Sunday, July 17, 2005

Still Standing

My usual rush of anticipation upon bursting through the clouds and seeing the rows of brick houses beneath me was replaced by a dull "what happens now" sort of feeling as I touched down at Heathrow early yesterday morning. I had just returned from two weeks' holiday abroad, and like many people around the world, had spent more than one evening in front of the television, watching the events and fallout from the bombs in London unfold. While the coverage of the 9/11 attacks in the US shocked the world in a way that no other terrorist attack has done before or since, 7/7 was made all the more real to me because it was where I live, the trains and buses I use, the people I pass on my way to work every morning.

Watching from my parents' living room in Montreal, I felt detached, safe and disturbingly ready to think about other things instead. So when it came time for me to return to London, I braced myself for a reality check. Thing is, I had no idea what reality would look like on the ground, beyond the heavy-rotation newsreel footage of a bombed out bus and emergency crews running down into the tube tunnels. How would London be different from when I had left it? Would it be all flags and national pride? Would it be quiet streets as people stayed indoors?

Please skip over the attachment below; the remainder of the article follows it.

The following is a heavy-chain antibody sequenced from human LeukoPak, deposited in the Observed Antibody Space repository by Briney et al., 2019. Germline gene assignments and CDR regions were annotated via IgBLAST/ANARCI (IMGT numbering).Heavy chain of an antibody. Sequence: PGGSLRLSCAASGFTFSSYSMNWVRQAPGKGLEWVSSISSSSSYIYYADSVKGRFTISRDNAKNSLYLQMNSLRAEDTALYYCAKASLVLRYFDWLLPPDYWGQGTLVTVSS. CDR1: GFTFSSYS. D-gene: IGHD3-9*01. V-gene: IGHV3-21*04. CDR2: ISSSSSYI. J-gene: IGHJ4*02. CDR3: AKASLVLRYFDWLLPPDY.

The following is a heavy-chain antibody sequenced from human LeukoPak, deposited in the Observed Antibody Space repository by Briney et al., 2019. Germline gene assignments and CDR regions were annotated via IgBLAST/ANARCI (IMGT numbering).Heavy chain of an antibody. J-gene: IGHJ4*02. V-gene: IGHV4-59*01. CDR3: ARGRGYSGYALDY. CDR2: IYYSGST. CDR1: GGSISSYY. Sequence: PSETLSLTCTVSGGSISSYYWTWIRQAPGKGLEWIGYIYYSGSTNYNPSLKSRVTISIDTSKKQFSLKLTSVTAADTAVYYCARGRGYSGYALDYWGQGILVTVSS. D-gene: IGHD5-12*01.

Not a bit of it. Taking the taxi from Paddington to EC1, people on the streets were going about their business as usual, shops were thronged, tubes running, you name it. Driving past King's Cross was a poignant moment, though, with the rows of heartwrenching missing-person posters taped to a wire fence and fluttering in the wind, and the dozens of flowers left outside the church nearby.

After a few hours' rest, I went down to Clerkenwell Road to see the Italian procession, and from there moved on to the Exmouth Market Festival. I am so glad that I did. I'd never seen it so packed, so full of life. Everyone was there, from babies to OAPs, dancing, eating, drinking, browsing, mingling... London may have been hurt, but it takes more than a few madmen with bombs to crush such a free spirit. For the first time ever - as a relative newcomer to the capital - I felt not just happy, but incredibly proud to live here.


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